[Beowulf] Gas Flow Simulations was Moores Law is dying

Ian Pascoe softy.lofty.ilp at btinternet.com
Mon Apr 13 11:52:05 EDT 2009


Hi all

Slightly wandering off the beaten track.

Does anyone know of any academic or industry R & D that have a simulator
that can handle pulse flows in a gas stream?

I'm aware of simulators that can handle things like jet and rocket engine
gas flows, but these are fairly constant - I'm particularly looking for the
pulse type, although I admit I'm not even sure if the math and physics have
been worked out for this flow type.

The reason?  One of the groups I am part of are looking at the development
of really old tech in the form of the reciprocating steam engine, and in
particular the exhaust system.  A lot of work has been done using constant
flow gas simulators, but as the exhaust beats increase so the flow dynamics
change.  So far experimentation has been done physically, and since RGB and
Jim's comments sounded whistles I thought I'd ask as the physical approach,
unsurprisingly, takes a lot of time!

Cheers

Ian

-----Original Message-----
From: beowulf-bounces at beowulf.org [mailto:beowulf-bounces at beowulf.org]On
Behalf Of Robert G. Brown
Sent: 10 April 2009 15:38
To: Lux, James P
Cc: Beowulf Mailing List
Subject: RE: [Beowulf] Moores Law is dying


On Fri, 10 Apr 2009, Lux, James P wrote:

> ...I don't know that they're harmonics, per se, but just the
> phenomenon of aerodynamic flutter, which was very poorly understood and
> is basically a resonance thing. (the nonlinearities in the state

Um, "basically a resonance thing" = "harmonics" in a linearization
around the resonance in question, right...;-)

> equation for air doesn't help with understanding, of course).  Flutter
> can occur at lower speeds, too (it's what sets Vne on some small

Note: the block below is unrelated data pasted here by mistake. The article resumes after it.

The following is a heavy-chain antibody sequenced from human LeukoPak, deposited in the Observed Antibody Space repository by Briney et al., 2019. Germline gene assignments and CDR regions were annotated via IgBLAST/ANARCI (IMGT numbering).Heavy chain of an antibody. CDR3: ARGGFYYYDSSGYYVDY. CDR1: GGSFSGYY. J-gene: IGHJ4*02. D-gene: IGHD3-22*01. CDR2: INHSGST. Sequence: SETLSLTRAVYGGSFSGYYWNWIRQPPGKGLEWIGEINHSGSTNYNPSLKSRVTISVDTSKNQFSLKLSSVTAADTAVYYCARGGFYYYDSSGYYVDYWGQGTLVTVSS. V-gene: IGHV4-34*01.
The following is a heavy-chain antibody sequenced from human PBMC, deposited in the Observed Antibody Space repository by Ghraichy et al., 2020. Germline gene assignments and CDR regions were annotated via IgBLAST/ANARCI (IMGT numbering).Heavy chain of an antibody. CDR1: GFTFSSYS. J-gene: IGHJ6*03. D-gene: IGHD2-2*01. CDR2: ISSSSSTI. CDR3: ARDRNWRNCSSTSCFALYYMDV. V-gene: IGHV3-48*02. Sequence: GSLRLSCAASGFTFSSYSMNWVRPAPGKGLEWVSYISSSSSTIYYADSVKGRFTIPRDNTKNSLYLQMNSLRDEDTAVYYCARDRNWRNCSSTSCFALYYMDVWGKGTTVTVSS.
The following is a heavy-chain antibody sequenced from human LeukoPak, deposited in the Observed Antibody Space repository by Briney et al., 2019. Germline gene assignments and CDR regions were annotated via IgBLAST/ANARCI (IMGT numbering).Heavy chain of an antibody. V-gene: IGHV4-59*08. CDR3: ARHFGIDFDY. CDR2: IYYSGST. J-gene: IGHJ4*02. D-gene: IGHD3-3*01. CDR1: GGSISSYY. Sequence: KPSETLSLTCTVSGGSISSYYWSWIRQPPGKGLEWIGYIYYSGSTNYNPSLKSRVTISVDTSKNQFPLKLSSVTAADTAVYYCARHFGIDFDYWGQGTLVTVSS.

> planes), but at lower speeds, how to deal with it is easier to solve
> empirically AND it's testable by gradually creeping up on it and waiting
> for the evil moment.  When you get close to sonic speed (and actually,
> it's localized sonic speed over part of the airframe that's troubling),
> then you get very fast changes.  One needs to be a manly man test pilot.

Yep!

> BTW, demonstrating sonic flow is easy.  Your run of the mill air
> nozzle is probably in "choked flow" with a shock wave in the throat.  If
> you have a usual shop air compressor, and the air is damp (bad for the
> tank, but good for the demo), and vent it through something like an 1/8"
> hole, you'll probably see a nice Mach cone, as the rapid change in
> pressure causes the water to condense.  An old style non-OSHA safe air
> blowing nozzle does nicely, so does a 1/4" or 1/2" ball valve feeding a
> pipe cap with a hole drilled in it.

I have no idea what you just said here, but it sounds very cool!  Maybe
I'll as my lab guy who does understand this sort of thing to look into
it for the appropriate part of physics 41.  (Well, OK, I do KINDA
understand, but not well enough to visualize what you're shooting for.)

   rgb

Robert G. Brown                            Phone(cell): 1-919-280-8443
Duke University Physics Dept, Box 90305
Durham, N.C. 27708-0305
Web: http://www.phy.duke.edu/~rgb
Book of Lilith Website: http://www.phy.duke.edu/~rgb/Lilith/Lilith.php
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